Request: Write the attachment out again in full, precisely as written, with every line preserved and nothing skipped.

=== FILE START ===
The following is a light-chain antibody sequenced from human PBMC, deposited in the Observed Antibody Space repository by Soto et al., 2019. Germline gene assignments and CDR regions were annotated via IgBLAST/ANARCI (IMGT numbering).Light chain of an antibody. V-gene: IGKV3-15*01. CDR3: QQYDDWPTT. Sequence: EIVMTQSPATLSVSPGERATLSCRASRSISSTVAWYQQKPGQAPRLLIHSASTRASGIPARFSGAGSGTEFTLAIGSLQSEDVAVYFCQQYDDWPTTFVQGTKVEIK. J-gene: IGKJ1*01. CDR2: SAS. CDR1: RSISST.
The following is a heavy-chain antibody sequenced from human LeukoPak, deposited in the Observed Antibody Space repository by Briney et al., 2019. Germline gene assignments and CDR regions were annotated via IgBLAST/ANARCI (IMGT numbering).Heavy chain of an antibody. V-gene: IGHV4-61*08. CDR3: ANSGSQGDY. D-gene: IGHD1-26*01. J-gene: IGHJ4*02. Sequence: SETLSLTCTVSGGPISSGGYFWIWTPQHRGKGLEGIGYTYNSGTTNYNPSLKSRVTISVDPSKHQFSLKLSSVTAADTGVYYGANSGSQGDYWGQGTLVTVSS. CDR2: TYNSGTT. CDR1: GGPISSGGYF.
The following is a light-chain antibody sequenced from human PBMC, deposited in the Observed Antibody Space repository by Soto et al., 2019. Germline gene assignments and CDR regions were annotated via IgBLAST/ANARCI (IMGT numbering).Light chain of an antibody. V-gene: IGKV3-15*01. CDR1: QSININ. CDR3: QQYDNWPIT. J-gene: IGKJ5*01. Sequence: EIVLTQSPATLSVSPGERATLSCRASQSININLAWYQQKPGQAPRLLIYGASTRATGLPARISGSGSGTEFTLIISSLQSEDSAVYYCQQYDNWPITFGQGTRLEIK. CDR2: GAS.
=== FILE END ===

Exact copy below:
The following is a light-chain antibody sequenced from human PBMC, deposited in the Observed Antibody Space repository by Soto et al., 2019. Germline gene assignments and CDR regions were annotated via IgBLAST/ANARCI (IMGT numbering).Light chain of an antibody. V-gene: IGKV3-15*01. CDR3: QQYDDWPTT. Sequence: EIVMTQSPATLSVSPGERATLSCRASRSISSTVAWYQQKPGQAPRLLIHSASTRASGIPARFSGAGSGTEFTLAIGSLQSEDVAVYFCQQYDDWPTTFVQGTKVEIK. J-gene: IGKJ1*01. CDR2: SAS. CDR1: RSISST.
The following is a heavy-chain antibody sequenced from human LeukoPak, deposited in the Observed Antibody Space repository by Briney et al., 2019. Germline gene assignments and CDR regions were annotated via IgBLAST/ANARCI (IMGT numbering).Heavy chain of an antibody. V-gene: IGHV4-61*08. CDR3: ANSGSQGDY. D-gene: IGHD1-26*01. J-gene: IGHJ4*02. Sequence: SETLSLTCTVSGGPISSGGYFWIWTPQHRGKGLEGIGYTYNSGTTNYNPSLKSRVTISVDPSKHQFSLKLSSVTAADTGVYYGANSGSQGDYWGQGTLVTVSS. CDR2: TYNSGTT. CDR1: GGPISSGGYF.
The following is a light-chain antibody sequenced from human PBMC, deposited in the Observed Antibody Space repository by Soto et al., 2019. Germline gene assignments and CDR regions were annotated via IgBLAST/ANARCI (IMGT numbering).Light chain of an antibody. V-gene: IGKV3-15*01. CDR1: QSININ. CDR3: QQYDNWPIT. J-gene: IGKJ5*01. Sequence: EIVLTQSPATLSVSPGERATLSCRASQSININLAWYQQKPGQAPRLLIYGASTRATGLPARISGSGSGTEFTLIISSLQSEDSAVYYCQQYDNWPITFGQGTRLEIK. CDR2: GAS.